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Zoloft and Pregnancy

Though medical professionals can provide some information on the subject, much is unknown about Zoloft and pregnancy. The federal Food and Drug Administration categorizes this anti-depressant prescription drug in the pregnancy Category C. This label means that it is possible animal studies have indicated fetal harm from maternal use of the drug, but human trials have not unequivocally shown that the risks of using Zoloft during pregnancy outweigh the drug's intended benefits. Medical experts do know that Zoloft is transferred to a fetus or baby through both the placenta and breast milk.

Zoloft and pregnancy studies have not shown any increased difficulty in becoming pregnant while taking Zoloft, as compared to the general population. Zoloft and pregnancy studies have also not found any evidence that maternal Zoloft use during pregnancy causes an increased likelihood of serious birth defects.

Some Zoloft and pregnancy studies have shown that maternal use of Zoloft during the third trimester of pregnancy poses some risk to the health of newborn babies. Babies who are born to mothers who used Zoloft in the third trimester are more likely to require special care nursery attention for problems like low blood sugar, jitteriness, and respiratory problems. Babies whose mothers took Zoloft during the third trimester are also more likely to be born prematurely.

In one Zoloft and pregnancy case, a mother had taken the maximum dose of Zoloft regularly during the third trimester of her pregnancy. Her child was born with a condition called nystagmus, which causes rapid involuntary oscillatory movement in the eyeballs. This condition resolved on its own within three days of delivery.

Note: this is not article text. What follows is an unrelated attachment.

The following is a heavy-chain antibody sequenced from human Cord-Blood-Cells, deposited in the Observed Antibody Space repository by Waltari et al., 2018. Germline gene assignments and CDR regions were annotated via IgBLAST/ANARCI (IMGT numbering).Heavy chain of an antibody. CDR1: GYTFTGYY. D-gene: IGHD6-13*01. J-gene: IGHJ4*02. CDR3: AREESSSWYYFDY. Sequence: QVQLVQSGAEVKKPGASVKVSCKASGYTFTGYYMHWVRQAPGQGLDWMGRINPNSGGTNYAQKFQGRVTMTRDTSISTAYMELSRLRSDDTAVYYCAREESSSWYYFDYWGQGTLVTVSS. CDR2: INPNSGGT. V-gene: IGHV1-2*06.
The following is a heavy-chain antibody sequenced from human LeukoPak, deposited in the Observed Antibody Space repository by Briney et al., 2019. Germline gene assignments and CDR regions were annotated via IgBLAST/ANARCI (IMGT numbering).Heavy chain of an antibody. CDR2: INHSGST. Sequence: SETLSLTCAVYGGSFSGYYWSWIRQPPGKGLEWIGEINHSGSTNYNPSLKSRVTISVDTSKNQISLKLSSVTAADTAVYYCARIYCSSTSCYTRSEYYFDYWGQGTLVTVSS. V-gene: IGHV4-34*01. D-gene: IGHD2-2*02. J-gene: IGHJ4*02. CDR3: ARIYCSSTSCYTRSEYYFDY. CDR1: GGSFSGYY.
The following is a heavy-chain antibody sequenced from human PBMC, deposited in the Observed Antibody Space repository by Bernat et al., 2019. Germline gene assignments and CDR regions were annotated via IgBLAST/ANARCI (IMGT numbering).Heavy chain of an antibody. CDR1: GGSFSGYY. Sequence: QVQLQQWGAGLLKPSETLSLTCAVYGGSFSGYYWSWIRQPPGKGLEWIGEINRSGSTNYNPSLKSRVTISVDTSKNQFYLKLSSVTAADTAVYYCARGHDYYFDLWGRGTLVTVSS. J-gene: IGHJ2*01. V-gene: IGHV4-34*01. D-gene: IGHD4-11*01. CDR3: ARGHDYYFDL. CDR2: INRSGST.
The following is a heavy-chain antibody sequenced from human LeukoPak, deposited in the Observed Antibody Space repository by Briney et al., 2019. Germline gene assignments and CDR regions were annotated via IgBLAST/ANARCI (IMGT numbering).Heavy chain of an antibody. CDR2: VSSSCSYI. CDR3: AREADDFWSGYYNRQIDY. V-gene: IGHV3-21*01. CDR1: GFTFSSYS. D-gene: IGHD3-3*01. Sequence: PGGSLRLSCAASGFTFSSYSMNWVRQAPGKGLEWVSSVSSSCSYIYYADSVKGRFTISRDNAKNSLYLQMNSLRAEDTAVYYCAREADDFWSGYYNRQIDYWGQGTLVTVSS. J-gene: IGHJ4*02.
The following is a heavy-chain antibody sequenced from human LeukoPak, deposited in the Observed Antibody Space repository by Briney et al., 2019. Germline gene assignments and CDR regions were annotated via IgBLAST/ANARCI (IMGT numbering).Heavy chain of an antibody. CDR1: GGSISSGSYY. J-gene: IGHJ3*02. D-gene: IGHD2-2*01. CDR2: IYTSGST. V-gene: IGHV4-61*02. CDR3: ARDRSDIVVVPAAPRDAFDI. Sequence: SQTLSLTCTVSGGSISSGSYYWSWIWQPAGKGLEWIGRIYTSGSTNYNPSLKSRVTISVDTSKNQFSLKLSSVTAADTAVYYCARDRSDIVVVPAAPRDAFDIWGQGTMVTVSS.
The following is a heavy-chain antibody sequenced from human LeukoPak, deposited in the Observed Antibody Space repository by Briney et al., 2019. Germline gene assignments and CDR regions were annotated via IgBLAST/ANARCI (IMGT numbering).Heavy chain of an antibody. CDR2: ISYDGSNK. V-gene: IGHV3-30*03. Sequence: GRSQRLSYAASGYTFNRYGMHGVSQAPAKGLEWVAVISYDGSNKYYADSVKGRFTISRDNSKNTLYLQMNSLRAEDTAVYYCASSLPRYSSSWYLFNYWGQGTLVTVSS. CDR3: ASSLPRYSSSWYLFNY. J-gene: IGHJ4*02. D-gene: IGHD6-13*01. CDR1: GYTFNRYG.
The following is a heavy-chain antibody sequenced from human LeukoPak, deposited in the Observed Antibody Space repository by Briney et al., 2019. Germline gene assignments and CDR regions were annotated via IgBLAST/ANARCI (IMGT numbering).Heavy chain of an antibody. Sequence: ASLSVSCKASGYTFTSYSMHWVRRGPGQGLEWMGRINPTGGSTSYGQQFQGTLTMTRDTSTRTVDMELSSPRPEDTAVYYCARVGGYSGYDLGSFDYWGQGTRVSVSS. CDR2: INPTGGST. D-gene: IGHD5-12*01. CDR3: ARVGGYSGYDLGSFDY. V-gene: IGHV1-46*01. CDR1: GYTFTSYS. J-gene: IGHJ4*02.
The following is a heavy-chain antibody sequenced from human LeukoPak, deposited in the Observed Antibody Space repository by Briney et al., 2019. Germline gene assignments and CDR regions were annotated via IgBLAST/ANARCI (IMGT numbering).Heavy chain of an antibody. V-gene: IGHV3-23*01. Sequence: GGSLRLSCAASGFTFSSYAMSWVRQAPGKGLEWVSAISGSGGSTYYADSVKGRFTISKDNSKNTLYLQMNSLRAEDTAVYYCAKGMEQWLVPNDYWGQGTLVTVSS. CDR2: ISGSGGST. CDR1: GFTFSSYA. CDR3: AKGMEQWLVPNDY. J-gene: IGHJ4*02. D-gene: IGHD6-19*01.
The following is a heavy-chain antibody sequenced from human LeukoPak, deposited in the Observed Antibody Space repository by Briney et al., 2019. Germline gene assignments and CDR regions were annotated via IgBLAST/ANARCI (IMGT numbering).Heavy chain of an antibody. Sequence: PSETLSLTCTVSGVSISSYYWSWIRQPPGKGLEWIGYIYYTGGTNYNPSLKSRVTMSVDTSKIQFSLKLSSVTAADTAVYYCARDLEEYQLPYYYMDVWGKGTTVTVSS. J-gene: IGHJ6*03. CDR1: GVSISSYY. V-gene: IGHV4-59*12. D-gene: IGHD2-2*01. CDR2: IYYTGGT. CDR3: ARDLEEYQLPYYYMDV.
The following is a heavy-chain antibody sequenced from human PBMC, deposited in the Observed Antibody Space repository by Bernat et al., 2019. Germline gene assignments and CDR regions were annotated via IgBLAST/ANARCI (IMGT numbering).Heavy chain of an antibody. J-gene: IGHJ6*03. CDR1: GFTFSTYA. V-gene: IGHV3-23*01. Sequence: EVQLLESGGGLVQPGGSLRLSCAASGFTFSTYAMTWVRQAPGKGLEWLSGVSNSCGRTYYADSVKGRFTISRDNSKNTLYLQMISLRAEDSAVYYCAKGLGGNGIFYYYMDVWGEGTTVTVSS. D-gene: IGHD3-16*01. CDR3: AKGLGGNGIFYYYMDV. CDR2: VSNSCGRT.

Zoloft and pregnancy studies do give some indication that a baby can suffer withdrawal symptoms when they no longer receive Zoloft through the placenta or breast milk. These babies experience the following withdrawal symptoms that usually last for a few days: increased agitation, constant crying, poor feeding behaviors, and insomnia. This effect of Zoloft and pregnancy has been experienced in some cases where the baby was no longer receiving Zoloft-containing fluids from the mother.

When a patient considers the benefits and risks associated with Zoloft and pregnancy, it is important that she speak to her doctor before making any changes or stops to her treatment. Zoloft and pregnancy decisions should be made on a case by case basis. A patient and her doctor will want to discuss her full medical history, current conditions, and all other pertinent facts before deciding to continue or discontinue Zoloft treatment because of pregnancy or breastfeeding. Only a patient and doctor can determine whether the risks associated with taking Zoloft while pregnant or breastfeeding outweigh the potential benefits of treatment.

If you are concerned about Zoloft and pregnancy, you may wish to speak to a medical professional. If you are taking Zoloft during pregnancy or breastfeeding your doctor may want to monitor your condition and the condition of your baby accordingly.

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